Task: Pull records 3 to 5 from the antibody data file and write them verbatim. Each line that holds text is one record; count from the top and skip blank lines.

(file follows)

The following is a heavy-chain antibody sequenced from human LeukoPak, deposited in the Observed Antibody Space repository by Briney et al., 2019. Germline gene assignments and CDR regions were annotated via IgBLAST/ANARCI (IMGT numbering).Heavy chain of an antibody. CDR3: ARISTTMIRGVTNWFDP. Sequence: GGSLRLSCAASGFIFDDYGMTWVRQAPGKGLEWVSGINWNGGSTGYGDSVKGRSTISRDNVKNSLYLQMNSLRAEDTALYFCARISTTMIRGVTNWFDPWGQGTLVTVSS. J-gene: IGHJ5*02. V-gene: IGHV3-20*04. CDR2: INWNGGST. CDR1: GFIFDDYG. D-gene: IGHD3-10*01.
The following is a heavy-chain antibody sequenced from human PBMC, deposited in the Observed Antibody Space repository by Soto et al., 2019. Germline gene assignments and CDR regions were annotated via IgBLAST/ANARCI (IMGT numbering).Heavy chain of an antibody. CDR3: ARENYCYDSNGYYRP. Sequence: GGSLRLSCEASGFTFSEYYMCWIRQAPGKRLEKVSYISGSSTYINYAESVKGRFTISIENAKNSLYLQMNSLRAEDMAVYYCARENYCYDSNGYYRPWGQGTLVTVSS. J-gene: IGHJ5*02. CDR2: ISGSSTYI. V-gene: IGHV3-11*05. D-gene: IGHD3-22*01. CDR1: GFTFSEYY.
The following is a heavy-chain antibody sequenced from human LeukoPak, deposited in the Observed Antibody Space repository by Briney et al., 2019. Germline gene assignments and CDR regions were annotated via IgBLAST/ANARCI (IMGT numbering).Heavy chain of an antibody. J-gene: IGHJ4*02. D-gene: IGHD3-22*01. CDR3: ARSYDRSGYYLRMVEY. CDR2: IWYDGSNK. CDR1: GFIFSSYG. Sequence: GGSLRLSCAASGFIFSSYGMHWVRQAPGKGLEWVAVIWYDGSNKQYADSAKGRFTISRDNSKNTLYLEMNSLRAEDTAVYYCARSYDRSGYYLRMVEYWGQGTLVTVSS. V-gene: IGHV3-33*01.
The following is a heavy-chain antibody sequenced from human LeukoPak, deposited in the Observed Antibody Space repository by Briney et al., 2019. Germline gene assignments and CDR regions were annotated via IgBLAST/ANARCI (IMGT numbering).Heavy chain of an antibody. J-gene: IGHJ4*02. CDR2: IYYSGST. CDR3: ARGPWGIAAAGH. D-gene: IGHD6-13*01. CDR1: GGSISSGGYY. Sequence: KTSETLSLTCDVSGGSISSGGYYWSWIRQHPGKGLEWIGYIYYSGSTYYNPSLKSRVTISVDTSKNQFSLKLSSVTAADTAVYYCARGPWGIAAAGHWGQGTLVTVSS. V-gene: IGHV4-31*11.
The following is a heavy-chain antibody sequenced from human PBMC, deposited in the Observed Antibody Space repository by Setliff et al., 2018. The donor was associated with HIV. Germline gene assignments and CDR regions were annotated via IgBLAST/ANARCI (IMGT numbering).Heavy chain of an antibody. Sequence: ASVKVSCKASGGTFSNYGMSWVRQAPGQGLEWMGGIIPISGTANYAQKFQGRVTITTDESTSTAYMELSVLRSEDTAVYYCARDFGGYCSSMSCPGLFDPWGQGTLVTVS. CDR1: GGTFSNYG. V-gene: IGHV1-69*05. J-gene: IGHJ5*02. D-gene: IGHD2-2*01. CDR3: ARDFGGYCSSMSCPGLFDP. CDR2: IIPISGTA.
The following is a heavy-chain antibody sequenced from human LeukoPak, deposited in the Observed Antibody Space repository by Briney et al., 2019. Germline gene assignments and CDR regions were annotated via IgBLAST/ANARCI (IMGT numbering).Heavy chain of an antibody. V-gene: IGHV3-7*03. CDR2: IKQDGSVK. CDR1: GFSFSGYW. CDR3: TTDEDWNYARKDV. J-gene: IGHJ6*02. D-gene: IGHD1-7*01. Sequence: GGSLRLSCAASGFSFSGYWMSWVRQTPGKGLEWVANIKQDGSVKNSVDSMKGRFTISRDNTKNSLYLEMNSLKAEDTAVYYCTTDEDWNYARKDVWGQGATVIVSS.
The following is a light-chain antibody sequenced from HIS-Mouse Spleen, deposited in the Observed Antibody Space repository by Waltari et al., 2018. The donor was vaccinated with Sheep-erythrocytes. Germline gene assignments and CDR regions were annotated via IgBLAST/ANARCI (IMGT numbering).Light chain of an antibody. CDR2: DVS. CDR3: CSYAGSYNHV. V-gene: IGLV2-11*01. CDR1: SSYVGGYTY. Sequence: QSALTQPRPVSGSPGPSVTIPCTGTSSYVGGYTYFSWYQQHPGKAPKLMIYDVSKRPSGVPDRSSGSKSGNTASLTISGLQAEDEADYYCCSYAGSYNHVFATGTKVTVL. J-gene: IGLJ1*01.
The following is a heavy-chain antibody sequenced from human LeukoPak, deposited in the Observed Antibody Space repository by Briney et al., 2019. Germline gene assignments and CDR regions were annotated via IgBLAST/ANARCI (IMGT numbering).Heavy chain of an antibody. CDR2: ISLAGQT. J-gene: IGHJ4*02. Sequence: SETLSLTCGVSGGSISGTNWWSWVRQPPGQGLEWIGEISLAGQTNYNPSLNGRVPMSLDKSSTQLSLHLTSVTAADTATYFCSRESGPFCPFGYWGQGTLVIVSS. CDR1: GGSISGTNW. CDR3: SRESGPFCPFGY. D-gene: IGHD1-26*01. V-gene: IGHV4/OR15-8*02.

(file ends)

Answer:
The following is a heavy-chain antibody sequenced from human LeukoPak, deposited in the Observed Antibody Space repository by Briney et al., 2019. Germline gene assignments and CDR regions were annotated via IgBLAST/ANARCI (IMGT numbering).Heavy chain of an antibody. J-gene: IGHJ4*02. D-gene: IGHD3-22*01. CDR3: ARSYDRSGYYLRMVEY. CDR2: IWYDGSNK. CDR1: GFIFSSYG. Sequence: GGSLRLSCAASGFIFSSYGMHWVRQAPGKGLEWVAVIWYDGSNKQYADSAKGRFTISRDNSKNTLYLEMNSLRAEDTAVYYCARSYDRSGYYLRMVEYWGQGTLVTVSS. V-gene: IGHV3-33*01.
The following is a heavy-chain antibody sequenced from human LeukoPak, deposited in the Observed Antibody Space repository by Briney et al., 2019. Germline gene assignments and CDR regions were annotated via IgBLAST/ANARCI (IMGT numbering).Heavy chain of an antibody. J-gene: IGHJ4*02. CDR2: IYYSGST. CDR3: ARGPWGIAAAGH. D-gene: IGHD6-13*01. CDR1: GGSISSGGYY. Sequence: KTSETLSLTCDVSGGSISSGGYYWSWIRQHPGKGLEWIGYIYYSGSTYYNPSLKSRVTISVDTSKNQFSLKLSSVTAADTAVYYCARGPWGIAAAGHWGQGTLVTVSS. V-gene: IGHV4-31*11.
The following is a heavy-chain antibody sequenced from human PBMC, deposited in the Observed Antibody Space repository by Setliff et al., 2018. The donor was associated with HIV. Germline gene assignments and CDR regions were annotated via IgBLAST/ANARCI (IMGT numbering).Heavy chain of an antibody. Sequence: ASVKVSCKASGGTFSNYGMSWVRQAPGQGLEWMGGIIPISGTANYAQKFQGRVTITTDESTSTAYMELSVLRSEDTAVYYCARDFGGYCSSMSCPGLFDPWGQGTLVTVS. CDR1: GGTFSNYG. V-gene: IGHV1-69*05. J-gene: IGHJ5*02. D-gene: IGHD2-2*01. CDR3: ARDFGGYCSSMSCPGLFDP. CDR2: IIPISGTA.